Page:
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She'll come back as fire, to burn all the liars, and leave a blanket of ash on the ground --Kurt Cobain

Green Angel cover

Green lives in the country with her market gardener parents and her younger sister Aurora. Aurora laughs and dances, her glowing white hair an extra moon. Green, by contrast, is quiet and moody, promising herself she will open to the world after she turns sixteen. However, she has the greenest thumb in the family. She may prefer plants to people, but what she touches, grows. She can hear plants growing.

One day her parents ask her to stay behind and weed while they take Aurora to the city to sell produce. Green feels left out, and doesn't say goodbye. Then fire engulfs the city, laying it to waste, covering the world with flying ash, ruining her eyes.

Neither Y2K nor 9/11 are explicitly referred to in the book, yet our time is haunted by millennial fever; apocalypse approaches, we often feel, on many fronts. Perhaps Green's parents originally hailed from the unnamed city, wanting to raise their children in the country, near woods and streams, where the air was clean, where it was still possible to steal time away from a busy life for oneself. Time to think, possibly even to heal. This is something myself and my husband did, no so much out of a calculated consideration of the pros and cons of city or country living, as by a kind of intuitive following of our noses. Fifteen years later, we have not regretted it.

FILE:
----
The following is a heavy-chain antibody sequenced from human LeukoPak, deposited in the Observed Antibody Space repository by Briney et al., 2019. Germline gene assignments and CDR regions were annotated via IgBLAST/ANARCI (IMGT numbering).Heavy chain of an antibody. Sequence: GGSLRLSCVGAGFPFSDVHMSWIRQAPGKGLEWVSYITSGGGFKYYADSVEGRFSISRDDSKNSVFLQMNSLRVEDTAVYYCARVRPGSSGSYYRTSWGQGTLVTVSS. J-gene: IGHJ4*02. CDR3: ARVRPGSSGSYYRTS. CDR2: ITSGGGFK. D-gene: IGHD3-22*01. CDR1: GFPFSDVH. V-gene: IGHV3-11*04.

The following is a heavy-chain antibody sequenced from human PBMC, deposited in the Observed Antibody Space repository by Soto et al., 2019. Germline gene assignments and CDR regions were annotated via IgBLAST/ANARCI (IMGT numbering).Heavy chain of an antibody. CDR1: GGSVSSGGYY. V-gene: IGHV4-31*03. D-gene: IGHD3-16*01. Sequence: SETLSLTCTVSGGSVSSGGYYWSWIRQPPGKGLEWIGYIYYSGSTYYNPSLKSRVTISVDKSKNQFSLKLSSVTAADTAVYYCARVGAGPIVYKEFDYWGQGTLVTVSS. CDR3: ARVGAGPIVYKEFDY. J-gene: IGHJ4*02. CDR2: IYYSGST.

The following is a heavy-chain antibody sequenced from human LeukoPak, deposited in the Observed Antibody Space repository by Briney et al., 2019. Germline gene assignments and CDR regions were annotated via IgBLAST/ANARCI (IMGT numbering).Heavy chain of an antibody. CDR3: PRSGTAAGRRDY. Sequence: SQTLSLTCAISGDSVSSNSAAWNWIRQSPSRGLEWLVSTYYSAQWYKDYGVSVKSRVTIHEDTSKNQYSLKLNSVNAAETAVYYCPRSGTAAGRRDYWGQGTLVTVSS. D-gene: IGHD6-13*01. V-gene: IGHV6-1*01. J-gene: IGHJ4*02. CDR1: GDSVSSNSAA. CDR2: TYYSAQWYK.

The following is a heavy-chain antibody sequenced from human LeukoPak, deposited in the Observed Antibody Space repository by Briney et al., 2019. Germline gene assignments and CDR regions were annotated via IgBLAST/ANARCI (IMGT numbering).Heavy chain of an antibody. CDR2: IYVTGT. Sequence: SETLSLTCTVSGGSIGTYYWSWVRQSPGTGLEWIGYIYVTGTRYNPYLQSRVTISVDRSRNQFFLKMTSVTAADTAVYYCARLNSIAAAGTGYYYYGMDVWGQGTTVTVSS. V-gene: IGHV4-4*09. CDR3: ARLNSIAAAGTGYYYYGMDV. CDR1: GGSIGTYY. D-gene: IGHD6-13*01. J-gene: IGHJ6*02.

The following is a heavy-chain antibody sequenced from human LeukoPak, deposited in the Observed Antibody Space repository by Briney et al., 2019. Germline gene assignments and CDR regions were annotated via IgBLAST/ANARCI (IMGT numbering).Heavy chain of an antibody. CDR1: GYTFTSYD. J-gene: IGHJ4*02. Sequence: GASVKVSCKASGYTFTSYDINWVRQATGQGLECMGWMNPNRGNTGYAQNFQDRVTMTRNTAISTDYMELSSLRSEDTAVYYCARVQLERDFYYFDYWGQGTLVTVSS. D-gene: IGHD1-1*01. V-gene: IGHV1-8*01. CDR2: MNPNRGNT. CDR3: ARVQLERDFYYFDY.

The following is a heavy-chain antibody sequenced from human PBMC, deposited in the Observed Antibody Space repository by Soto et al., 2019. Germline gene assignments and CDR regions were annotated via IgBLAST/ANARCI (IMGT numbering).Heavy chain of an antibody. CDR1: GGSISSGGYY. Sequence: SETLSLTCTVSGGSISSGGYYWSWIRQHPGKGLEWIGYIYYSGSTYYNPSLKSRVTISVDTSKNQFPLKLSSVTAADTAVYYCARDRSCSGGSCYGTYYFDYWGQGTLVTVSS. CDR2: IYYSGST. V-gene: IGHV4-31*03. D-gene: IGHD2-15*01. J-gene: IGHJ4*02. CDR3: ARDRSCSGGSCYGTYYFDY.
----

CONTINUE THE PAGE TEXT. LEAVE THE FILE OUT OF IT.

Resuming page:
Alone yet alive, Green regrets her anger. Hiding in her once beautiful house, she sews thorns into all her clothes, hammers nails into her father's old boots. She hopes to deter looters, but quickly finds out they are mostly old schoolmates. Their world destroyed, they drink and dance around bonfires all night. She brings them bread and soup.

A hawk befriends Green, and songbirds, and a mysterious white dog, but nothing is enough to stop her from tattooing ravens into her skin by candlelight each night.